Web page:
revinary wrote:Anyway, tried it just now
revinary wrote:From what I understand this is the case for regular Mint (ie non LMDE) which uses Ubuntu's upstart
which in turn still relies on some sysvinit functionality.
Brian49 wrote:revinary - thanks for the advice. However, on rebooting I couldn't get to my desktop, only to a console login. I thought the systemd-gui package might be of some help, but contrary to what I expected it doesn't in fact provide a GUI for configuring systemd.
jeffreyC wrote:In my Debian testing (not LMDE just Debian) i have several folders labeled systemd in /etc and /lib and I have not installed systemd yet.
It looks like that is the way Debian is going.
Roken wrote:I had the same problem, console boot only and a complete failure to start x/gdm3 when I tried. Back to the old way for now, for me.
revinary wrote:Hi Brian,
to try out systemd:
- apt-get update
- apt-get install systemd systemd-gui libpam-systemd
- when grub shows up select your kernel, press 'e' and add "init=/bin/systemd" to the kernel parameters and hit F10 to boot
To make systemd the default init system open /etc/default/grub, find GRUB_CMDLINE_LINUX_DEFAULT and add "init=/bin/systemd".
After that run update-grub as root.
I'm using e4rat which gets loaded as init process and then passes control to the actual init process so the process was slightly different.
Anyway, the above should work just fine.
Also, systemd requires cgroup support and a few other kernel options enabled.
Read http://wiki.debian.org/systemd for details.
For me it worked out-of-the-box, no configuration whatsoever.
A few error messages poped up during boot, mostly harmless. Rever to above link for details.
# cp -av /sbin/init /sbin/init.sysvinit
# apt-get install systemd-sysv systemd-gui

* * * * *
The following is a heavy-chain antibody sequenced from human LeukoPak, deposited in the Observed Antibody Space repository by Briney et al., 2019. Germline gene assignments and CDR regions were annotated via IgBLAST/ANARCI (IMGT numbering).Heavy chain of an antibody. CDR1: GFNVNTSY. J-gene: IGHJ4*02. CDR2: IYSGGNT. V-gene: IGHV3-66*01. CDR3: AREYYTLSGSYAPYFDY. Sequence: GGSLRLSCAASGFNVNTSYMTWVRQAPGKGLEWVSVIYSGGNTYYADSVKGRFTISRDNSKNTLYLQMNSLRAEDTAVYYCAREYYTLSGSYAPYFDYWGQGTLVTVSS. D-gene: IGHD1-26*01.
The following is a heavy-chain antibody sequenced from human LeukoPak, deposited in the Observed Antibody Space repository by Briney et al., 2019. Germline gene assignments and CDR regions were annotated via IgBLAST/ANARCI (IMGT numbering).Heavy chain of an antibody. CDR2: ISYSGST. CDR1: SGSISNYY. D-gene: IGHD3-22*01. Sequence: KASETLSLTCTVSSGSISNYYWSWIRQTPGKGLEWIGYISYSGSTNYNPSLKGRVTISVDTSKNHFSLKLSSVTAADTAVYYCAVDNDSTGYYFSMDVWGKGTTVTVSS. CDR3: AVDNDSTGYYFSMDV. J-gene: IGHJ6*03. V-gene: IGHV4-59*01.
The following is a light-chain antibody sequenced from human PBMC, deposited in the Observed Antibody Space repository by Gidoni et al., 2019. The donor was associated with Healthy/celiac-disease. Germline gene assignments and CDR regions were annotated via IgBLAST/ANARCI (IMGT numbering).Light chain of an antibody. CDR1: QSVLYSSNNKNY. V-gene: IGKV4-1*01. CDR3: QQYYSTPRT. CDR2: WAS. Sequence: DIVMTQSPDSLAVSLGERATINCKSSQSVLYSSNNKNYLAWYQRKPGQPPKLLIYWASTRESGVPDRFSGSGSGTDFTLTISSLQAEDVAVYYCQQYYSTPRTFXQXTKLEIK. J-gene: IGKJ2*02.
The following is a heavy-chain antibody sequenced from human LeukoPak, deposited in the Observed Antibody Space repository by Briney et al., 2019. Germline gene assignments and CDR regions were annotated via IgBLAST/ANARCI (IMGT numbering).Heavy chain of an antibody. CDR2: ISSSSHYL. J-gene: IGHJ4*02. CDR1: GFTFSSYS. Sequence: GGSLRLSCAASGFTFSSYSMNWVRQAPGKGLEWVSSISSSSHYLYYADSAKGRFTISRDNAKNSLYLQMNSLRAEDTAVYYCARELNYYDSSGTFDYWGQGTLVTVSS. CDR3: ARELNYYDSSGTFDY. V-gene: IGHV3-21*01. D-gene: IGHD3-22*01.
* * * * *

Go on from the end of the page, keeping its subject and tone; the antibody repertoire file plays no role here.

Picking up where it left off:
# echo "systemd-sysv hold"|dpkg --set-selections
# ln -sf /proc/self/mounts /etc/mtab
Roken wrote:Well, since I installed Debian I decided to give systemd another go, and whilst it did it's job well this time (on the first boot), it appears that there are still problems:
i. You lose persistant mount points in /media and have to recreate them before mounting. In my case this was not a big issue because the only persistant mount points I have are two truecrypt mount points and one for .iso images. It's easy enough to reconfigure to mount them in sub-directories of /home, so not a deal breaker.
ii. After the first boot everything checked out, but on the second and subsequent boots my bluetooth adapter was disabled and wouldn't re-enable (no errors, it just sat there silently doing nothing).
And at the end of the day, it only bought me 5 - 10 seconds off total boot time anyway. Maybe after more work has done it will be viable, but for now if you decide to try be prepared for some issues.
As an aside, on Debian installing systemd-svsv uninstalls sysvinit, but uninstalling systemd-svsv doesn't force a reinstall of sysvinit, which if not corrected would leave a none-booting system. Just something to be aware of if you are playing - remember to reinstall sysvinit before trying to reboot if you remove systemd. Also note that if you do remove systemd then shutdown won't work. You will need to do a hard reset to close the system before rebooting. (It's fine afterwards - a once only thing).
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